Logical and Shift Micro-operations


Logical Shift micro-operations:

The logical operations that are performed on the contents of the processor register are called as the logical micro-operations. These micro-operations are AND, OR, INVERT, XOR etc. are performed on individual bits of the registers

As an example, logical exclusive-OR micro-operations can be written as:

X: R3 <– R1  R2

This RTL syntax describes that R3 is update with the result of the exclusive-OR operation on the contents of R1 and R2 when the control signal X goes high.

We are aware that a ‘+’ means an arithmetic addition as well as a logical OR operation. To avoid the confusion in the use of the symbols the OR operation will be indicated by ‘V’ and the arithmetic operation by ‘+’ symbol. All the operations are given in the following table-1.

 

Operation
Symbol
Micro-operation
Description
OR
V
R3 <– R1 V  R2
R3 get the value of XOR operation on the contents of R1 and R2
AND
R3 <– R1 ꓥ  R2
R3 get the value of AND operation on the contents of R1 and R2
NOT
A <–  A’
Accumulator is updated with its complement
ADD
+
R3 <– R1 +  R2
R3 get the value of ADD operation on the contents of R1 and R2
Multiple operations
, seperated
P: R3 <– R1 +  R2 , R5 <– R1 ꓥ  R4
When P is high, R3 and R5 get updated with new values

Various Logical micro-operations.

Table-2 Shows various logical-micro-operations that can be performed on two variable X and Y.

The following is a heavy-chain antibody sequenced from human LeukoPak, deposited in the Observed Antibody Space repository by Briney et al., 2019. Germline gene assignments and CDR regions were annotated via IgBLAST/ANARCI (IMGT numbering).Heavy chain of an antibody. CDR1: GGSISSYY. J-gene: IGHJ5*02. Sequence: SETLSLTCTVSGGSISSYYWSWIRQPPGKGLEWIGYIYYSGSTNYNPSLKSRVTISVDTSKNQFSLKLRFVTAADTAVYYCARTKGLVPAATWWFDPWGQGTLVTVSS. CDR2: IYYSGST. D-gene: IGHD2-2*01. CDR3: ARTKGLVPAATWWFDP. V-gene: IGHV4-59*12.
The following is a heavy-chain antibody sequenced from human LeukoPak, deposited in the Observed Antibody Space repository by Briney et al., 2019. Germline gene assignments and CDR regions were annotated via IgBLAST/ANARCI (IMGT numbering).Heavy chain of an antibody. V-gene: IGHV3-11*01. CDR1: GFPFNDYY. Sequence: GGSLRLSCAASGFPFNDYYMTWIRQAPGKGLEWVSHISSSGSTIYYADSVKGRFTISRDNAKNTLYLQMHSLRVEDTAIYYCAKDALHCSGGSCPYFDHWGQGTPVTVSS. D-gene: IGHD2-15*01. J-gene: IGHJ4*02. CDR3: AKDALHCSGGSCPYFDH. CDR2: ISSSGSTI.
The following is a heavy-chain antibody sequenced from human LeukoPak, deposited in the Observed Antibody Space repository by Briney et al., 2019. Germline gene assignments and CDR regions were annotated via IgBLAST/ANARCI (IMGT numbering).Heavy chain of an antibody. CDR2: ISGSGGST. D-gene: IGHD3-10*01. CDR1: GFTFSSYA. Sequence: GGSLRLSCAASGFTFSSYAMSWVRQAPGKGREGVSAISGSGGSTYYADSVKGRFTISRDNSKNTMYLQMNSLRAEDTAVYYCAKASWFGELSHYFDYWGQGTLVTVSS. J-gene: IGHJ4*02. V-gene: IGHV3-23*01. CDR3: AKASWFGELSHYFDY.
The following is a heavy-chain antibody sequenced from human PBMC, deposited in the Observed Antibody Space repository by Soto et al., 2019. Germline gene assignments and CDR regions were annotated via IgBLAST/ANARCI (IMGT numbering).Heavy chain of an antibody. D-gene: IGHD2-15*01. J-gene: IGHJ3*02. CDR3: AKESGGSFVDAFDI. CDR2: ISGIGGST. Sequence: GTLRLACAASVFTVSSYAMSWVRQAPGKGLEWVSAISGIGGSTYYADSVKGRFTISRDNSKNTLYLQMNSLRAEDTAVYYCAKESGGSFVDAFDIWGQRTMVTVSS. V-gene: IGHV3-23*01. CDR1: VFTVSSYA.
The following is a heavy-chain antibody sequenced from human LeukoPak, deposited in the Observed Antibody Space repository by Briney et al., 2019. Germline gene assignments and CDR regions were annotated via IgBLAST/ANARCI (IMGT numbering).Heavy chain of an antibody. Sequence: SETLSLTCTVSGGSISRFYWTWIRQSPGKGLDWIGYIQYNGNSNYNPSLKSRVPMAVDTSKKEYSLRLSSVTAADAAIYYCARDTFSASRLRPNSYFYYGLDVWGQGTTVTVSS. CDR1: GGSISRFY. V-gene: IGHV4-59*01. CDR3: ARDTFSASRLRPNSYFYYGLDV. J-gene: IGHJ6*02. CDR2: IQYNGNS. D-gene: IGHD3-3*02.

Inputs

Output Functions

X Y F0 F1 F2 F3 F4 F5 F6 F7 F8 F9 F10 F11 F12 F13 F14 F15
0 0 0 1 0 1 0 1 0 1 0 0 0 1 0 1 1 1
0 1 0 1 0 1 1 0 0 1 1 0 1 0 1 0 0 1
1 0 0 1 1 0 0 1 0 1 0 1 1 0 1 0 1 0
1 1 0 1 1 0 1 0 1 0 0 0 1 0 0 1 1 1
Function details F0=0 F1=1 F2=X F3=X’ F4=Y F6=Y’ F2=X.Y F8=(XY)’ F12=X’Y F15=XY’ F3= X+Y F9= (X+Y)’ F4= X

Y

F5= X⊙Y F13=X+Y’ F14= X’+Y
Logical micro-operations F<=0 F<=1 F<=X F<=X’ F<=Y F<=Y’ F<=XꓥY F<= (XꓥY)’ F<=X’ꓥY F<=XꓥY’ F<= XVY F<= (XVY)’ F<= X

Y

F<=      ( XY)’ F<= XVY’ F<= X’VY

The functions of two variables are expressed in algebraic form, and the micro-operations are driven from these functions and are also written in the bottom row of the table. The operations are performed on each bit of the register and are stored back in the register as output.

Hardware implementation:

The hardware implementation of the above logic functions can be implemented by a simple circuit comprising of Mux and logic gate at the input of the MUX. Most of the logic micro-operations can be computed using simple logic gate. Figure-1 shows the implementation of four micro-operations.

 

Figure-1: logical Micro-operations

 

The same concept can be expanded to accommodate all the 16-micro-operations.

Also, there are some special microoperations described in the above table of logical micro-operations. These micro-operations will be useful while playing with controller programing for example in manipulating individual bits or a portion of a word stored in a register. They can be used to change bit values, delete a group of bits, or insert new bit values into a register.

Accordingly these selective micro-operations are:

  1. Selective set
  2. Selective clear
  3. Selective complement
  4. Mask Operation
Specialized operations
example
Micro-operations
Operation
Description
Selective set

 

A   =    1010